When someone dies, there are rituals. The body goes to a mortuary. For some, we look at an open casket, we see death with our own eyes. The person we once saw walking and talking and full of life is now lifeless. There are tangible, physical evidences of the hard reality. There are funerals, memorial services. Words spoken, songs sung about the person we have lost. We take time off of work to be with those we love. People gather to mourn, cry together, share memories together. These sacred moments are difficult to face, it is never easy going to a funeral. But they are cathartic. They are healing. They give the time and space to say goodbye, to mourn the loss.

There are losses we experience in life that are just as significant, hold just as much for us emotionally. Yet, these are more difficult to name, to express or even to know how to grieve. This weekend I experienced such a loss. My marriage of almost 12 years officially ended. We have not been together for 18 months, so in many ways this new reality has been my reality for some time. But just as burying someone in the ground makes it official they are never coming back, signing a divorce decree solidifies a marriage is over.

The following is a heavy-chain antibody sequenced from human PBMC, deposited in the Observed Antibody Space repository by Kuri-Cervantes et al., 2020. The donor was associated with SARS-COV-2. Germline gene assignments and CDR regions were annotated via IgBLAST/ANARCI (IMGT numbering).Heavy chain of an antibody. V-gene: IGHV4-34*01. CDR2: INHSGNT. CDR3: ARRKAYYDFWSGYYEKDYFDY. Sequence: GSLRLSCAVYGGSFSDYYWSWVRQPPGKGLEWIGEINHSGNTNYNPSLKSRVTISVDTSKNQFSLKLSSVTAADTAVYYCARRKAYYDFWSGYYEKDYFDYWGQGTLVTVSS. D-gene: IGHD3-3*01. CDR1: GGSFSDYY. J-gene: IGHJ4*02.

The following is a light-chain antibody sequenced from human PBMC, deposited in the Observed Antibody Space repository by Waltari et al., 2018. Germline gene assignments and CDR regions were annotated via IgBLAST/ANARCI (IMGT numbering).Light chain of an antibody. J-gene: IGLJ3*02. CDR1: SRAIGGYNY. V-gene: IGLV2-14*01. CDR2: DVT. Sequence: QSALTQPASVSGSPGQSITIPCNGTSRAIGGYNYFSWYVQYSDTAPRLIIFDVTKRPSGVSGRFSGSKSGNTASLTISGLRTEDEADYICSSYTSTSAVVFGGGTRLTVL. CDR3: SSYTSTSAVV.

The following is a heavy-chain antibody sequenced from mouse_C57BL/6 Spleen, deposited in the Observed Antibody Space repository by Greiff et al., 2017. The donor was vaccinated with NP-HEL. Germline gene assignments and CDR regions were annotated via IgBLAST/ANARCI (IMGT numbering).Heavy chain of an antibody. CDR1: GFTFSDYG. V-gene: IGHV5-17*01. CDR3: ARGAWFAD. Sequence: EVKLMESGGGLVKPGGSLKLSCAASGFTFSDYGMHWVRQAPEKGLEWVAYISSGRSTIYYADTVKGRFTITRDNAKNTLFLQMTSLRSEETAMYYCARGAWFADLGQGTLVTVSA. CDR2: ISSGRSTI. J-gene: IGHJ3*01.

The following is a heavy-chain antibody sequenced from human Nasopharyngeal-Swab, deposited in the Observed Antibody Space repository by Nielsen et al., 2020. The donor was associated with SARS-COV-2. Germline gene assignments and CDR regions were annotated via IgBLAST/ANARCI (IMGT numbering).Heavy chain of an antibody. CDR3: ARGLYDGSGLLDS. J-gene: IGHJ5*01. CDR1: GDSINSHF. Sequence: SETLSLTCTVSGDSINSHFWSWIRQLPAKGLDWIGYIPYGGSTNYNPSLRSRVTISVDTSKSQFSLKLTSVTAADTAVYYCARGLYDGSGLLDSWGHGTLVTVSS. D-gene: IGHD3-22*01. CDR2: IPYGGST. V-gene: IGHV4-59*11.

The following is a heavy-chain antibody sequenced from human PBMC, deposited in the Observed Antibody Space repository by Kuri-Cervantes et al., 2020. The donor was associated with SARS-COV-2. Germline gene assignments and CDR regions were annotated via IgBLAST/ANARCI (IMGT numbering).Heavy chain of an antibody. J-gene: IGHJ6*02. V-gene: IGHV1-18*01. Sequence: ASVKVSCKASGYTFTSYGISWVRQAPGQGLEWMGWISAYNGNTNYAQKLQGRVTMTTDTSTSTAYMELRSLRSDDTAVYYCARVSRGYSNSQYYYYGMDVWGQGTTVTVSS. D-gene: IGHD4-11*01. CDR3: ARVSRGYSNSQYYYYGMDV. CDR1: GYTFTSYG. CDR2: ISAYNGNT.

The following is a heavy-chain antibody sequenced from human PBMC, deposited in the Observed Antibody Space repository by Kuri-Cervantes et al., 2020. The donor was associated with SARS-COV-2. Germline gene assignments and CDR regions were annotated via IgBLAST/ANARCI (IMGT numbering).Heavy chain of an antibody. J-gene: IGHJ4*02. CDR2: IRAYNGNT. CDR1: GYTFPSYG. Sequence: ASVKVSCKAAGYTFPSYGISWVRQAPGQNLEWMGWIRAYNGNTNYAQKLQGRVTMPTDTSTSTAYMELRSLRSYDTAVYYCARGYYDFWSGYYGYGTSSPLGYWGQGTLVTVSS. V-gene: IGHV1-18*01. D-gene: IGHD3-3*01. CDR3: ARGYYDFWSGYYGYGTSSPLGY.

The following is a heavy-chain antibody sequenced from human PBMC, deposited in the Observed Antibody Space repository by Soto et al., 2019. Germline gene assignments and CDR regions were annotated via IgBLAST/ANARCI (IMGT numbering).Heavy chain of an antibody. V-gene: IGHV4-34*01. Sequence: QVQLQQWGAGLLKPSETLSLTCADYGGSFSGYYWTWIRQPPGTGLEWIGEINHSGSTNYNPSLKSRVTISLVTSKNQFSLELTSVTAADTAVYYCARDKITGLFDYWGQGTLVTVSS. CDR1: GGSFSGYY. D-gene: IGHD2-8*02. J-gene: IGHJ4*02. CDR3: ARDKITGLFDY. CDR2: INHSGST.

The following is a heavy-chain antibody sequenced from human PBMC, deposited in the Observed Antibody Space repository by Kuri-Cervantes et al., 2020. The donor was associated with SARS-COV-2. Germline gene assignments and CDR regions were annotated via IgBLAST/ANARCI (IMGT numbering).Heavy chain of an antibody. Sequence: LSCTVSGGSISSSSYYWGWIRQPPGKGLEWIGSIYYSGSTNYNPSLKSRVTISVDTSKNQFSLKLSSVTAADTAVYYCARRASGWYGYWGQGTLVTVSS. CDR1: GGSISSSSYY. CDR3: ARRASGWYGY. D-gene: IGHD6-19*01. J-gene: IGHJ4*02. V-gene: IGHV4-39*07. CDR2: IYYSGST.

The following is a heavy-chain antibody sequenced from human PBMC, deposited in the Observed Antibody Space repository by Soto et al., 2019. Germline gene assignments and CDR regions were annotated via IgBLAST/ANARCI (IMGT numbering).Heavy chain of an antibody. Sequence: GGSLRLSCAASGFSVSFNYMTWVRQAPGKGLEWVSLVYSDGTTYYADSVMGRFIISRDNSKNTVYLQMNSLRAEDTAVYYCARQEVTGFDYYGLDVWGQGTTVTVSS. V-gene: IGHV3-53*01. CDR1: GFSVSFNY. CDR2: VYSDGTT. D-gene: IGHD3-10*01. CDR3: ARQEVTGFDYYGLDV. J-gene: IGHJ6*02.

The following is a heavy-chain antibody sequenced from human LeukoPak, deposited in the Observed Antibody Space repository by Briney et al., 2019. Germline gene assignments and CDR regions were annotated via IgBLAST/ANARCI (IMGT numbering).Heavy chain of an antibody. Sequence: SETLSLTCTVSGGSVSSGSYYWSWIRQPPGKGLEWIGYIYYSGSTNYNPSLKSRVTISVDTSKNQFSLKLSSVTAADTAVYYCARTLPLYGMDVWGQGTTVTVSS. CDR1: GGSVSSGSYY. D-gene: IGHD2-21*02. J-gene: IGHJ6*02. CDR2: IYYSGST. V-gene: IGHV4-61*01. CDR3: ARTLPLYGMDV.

I decided to have a funeral. I told a friend and she wanted to be there. I told another friend, who also wanted to be there. I invited a third friend. It was a sacred time. Words were spoken, songs were played, prayers were said. And I found some things to bury under the tree in my yard - the one God has given me as a tangible image. The one I have worked hard to save this fall, the one that needed to be freed in order for it to have life again. There were tears, it was cathartic, there was healing.

Grieving is so hard, but it is so very important. And having friends who are willing to sit with you as you cry, to pray with you and speak words over you, is ever so beautiful.

"and provide for those who grieve in Zion - to bestow on them a crown of beauty instead of ashes, the oil of gladness instead of mourning, and a garment of praise instead of a spirit of despair. They will be called oaks of righteousness, a planting of the Lord for the display of his splendor. They will rebuild the ancient ruins and restore the places long devastated; they will renew the ruined cities that have been devastated for generations." Isaiah 61: 3-4

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